6 April 2019 from Danielle in Tips

The latest climate report released by the World Meteorological Organization tells us more of the same old depressing news: the earth is continuing its relentless heating, causing our glaciers to melt and our ski seasons to get increasingly shorter.  But there's no need to watch helplessly from the sidelines as we watch our snowpacks disappear.  On the whole, we skiers are an affluent bunch.  It's time we stepped up to save our winters.  From enjoying discounts for eco-friendly choices to choosing sustainable ski resorts, here are 5 ways to look out for Mother Nature.

Choose a climate-friendly Flocon Vert ski resort in France

France's Le Flocon Vert program certifies certain ski resorts who have made exceptional efforts to be environmentally sustainable.  Currently there are just 6 of them: Valberg, Chamrousse, La Pierre Saint Martin, Les Rousses, Chamonix Mont-Blanc and Châtel.  To obtain the Flocon Vert, ski resorts must meet 21 criteria that cover everything from rubbish collection to energy production to education to working conditions.  Ski resorts undergo a rigorous evaluation process including a questionnaire with 128 questions followed by an on-site inspection and a thorough review of their application.  Only if the committee decides they have displayed a commitment to their sustainability strategy will they be rewarded with the Flocon Vert label, which is valid for 3 years.

Flocon Vert eco-label
The Flocon Vert eco-label takes 21 criteria into consideration © Le Flocon Vert

Choose a responsible tour operator

Sustainability doesn't have to be completely incompatible with luxury travel.  Switzerland-based Lagom, in Zermatt, offers a service sustainability score/positive impact rating whereby guests save money every time they make an environmentally friendly choice.  Don't need disposable toiletries?  Can you do without daily housekeeping?  Prefer to take the train to the Alps instead of the plane?  Indicate your preference when booking and you'll get a discount for each one of these choices.  Lagom also offers the opportunity to offset the rest of your carbon emissions, so you can travel guilt-free.  1% of proceeds go towards local sustainability and other community projects. Other responsible tour operators include Sunweb, which offsets its carbon footprint for all ski holidays.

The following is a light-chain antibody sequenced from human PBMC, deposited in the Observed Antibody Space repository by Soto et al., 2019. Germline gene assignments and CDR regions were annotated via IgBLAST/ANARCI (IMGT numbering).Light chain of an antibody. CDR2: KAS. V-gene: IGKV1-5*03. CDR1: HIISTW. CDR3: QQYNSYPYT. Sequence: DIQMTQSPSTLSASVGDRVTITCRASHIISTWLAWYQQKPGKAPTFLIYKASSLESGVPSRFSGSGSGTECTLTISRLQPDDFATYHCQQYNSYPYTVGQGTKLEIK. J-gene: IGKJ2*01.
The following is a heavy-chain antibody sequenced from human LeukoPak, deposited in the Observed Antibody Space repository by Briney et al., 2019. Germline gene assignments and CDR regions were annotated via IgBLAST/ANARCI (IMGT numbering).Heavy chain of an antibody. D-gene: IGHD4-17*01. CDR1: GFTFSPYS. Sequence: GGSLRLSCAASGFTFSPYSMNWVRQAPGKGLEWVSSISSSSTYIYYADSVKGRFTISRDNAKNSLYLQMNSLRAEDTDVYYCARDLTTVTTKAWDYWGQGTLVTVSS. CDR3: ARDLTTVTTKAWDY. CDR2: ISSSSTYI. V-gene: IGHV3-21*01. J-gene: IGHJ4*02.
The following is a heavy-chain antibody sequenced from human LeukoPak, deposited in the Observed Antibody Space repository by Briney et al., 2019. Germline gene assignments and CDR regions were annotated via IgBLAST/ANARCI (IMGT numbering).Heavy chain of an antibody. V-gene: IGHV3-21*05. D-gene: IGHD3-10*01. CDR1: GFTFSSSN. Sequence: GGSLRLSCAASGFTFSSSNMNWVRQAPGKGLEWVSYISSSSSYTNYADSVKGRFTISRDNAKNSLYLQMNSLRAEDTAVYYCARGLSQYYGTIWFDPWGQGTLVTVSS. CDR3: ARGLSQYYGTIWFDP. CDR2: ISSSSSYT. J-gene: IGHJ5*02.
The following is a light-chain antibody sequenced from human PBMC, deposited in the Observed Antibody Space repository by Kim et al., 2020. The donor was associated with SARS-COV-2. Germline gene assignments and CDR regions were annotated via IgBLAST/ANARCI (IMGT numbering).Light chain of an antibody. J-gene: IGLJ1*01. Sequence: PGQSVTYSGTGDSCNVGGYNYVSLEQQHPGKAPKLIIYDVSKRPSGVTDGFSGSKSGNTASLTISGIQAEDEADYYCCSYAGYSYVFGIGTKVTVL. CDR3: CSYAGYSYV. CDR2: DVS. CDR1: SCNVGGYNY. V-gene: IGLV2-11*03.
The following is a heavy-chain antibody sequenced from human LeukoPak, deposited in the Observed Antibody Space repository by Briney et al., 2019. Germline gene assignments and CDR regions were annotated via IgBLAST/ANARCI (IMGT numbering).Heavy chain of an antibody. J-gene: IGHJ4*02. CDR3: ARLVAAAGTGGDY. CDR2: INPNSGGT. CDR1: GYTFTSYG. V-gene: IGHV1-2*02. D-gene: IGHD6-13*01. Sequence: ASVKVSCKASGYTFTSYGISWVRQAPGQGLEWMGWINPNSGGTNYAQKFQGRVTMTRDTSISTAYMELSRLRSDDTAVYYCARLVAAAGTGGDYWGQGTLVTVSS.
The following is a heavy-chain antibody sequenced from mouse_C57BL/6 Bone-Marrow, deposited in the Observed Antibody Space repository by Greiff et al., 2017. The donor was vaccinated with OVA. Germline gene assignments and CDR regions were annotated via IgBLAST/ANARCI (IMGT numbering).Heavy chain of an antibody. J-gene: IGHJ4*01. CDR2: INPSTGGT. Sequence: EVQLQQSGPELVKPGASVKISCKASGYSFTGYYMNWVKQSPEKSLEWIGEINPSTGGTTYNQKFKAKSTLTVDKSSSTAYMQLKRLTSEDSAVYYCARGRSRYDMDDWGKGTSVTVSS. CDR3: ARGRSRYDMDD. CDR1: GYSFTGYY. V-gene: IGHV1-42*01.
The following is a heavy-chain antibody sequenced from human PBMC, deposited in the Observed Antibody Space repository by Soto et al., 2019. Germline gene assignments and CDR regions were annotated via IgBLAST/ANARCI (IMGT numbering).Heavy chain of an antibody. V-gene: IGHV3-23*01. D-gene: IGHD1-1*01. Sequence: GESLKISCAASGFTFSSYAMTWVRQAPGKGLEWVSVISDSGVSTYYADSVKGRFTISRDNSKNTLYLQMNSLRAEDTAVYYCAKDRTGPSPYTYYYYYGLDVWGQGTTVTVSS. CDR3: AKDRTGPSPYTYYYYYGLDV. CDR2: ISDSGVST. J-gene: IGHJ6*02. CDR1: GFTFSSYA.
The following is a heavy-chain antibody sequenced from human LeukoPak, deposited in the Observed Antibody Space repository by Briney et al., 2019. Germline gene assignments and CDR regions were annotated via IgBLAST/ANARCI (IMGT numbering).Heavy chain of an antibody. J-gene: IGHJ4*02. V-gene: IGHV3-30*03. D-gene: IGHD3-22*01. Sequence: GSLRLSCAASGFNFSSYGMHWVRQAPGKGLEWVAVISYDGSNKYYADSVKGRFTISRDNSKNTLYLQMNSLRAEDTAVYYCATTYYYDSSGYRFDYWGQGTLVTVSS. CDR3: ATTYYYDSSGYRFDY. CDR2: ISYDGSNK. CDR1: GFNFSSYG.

Choose eco-friendly accommodation certified with the EU Ecolabel in Austria

The EU Ecolabel doesn't just restrict itself to ski resorts: this comprehensive label strives to expose the entire life cycle of a product, from raw material extraction all the way through a product's lifetime until the final disposal.  The EU Ecolabel is only granted to those who meet the stringent criteria.  You can look for the label in wide-ranging places such as supermarkets, clothing stores, and tourist accommodation providers.  Austria has 48 eco-friendly accommodation providers listed, including in the Skicircus Saalbach Hinterglemm Leogang Fieberbrunn, Kitzbühel and Zell am Ziller.

Brown ski hills in winter
Ski seasons are already getting shorter, leading to brown hills in March this year

Buy environmentally friendly clothing and ski gear

Clothing brands like Picture Organic Clothing and Patagonia are taking nifty steps such as using recycled materials to reduce their (and your) carbon footprint, and ethically produced skis and snowboards are also available from companies such as Jones Snowboards, Mervin Made and Grown Skis, who make their skis from hemp.  When it's time to refresh your gear, consider sourcing from these great eco-friendly alternatives.

Prolong our ski seasons with just a few simple actions

Litter and ski and snowboard wax can leak toxins into the snow and ruin the habitat for the local animals.  Plastic is the scourge of the earth, as we all know.  And natural habitat is often sacrificed in return for the energy used to heat your chalet or run the lifts.  We can all do our small bit for Mother Nature with simple actions like picking up litter from the slopes, bringing a reusable water bottle and turning down the heating a few degrees.  When all is said and done, we travel to the Alps to ski.  If we can't do that, what use are those 8-person chairlifts with fancy heated seats?

Bonus: Offset your carbon emissions

It's easy for us to recommend avoiding flying to a ski resort, but what's a person supposed to do when most of the ski resorts are a 10+ hour drive away?  Offsetting the carbon emissions from your flight can be a great place to start. More and more airline providers are jumping on board with offering to offset the carbon emissions of your flight at the time of booking. If you want to offset carbon emissions not just from one flight but from your whole holiday or on an annual basis, organisations like Mossy Earth offer options for you to do just that. Mossy Earth works by planting trees that you can actually visit - a neat incentive and an easy way to help save the planet!

Brown ski hills in winter image widget

Born and raised in the ski paradise of Vancouver, Canada, I learned to ski before I can remember, balancing precariously on my parents’ skis as they sailed down the hill. I started snowboarding in my teens and am now delighted to be exploring everything Europe’s ski scene has to offer!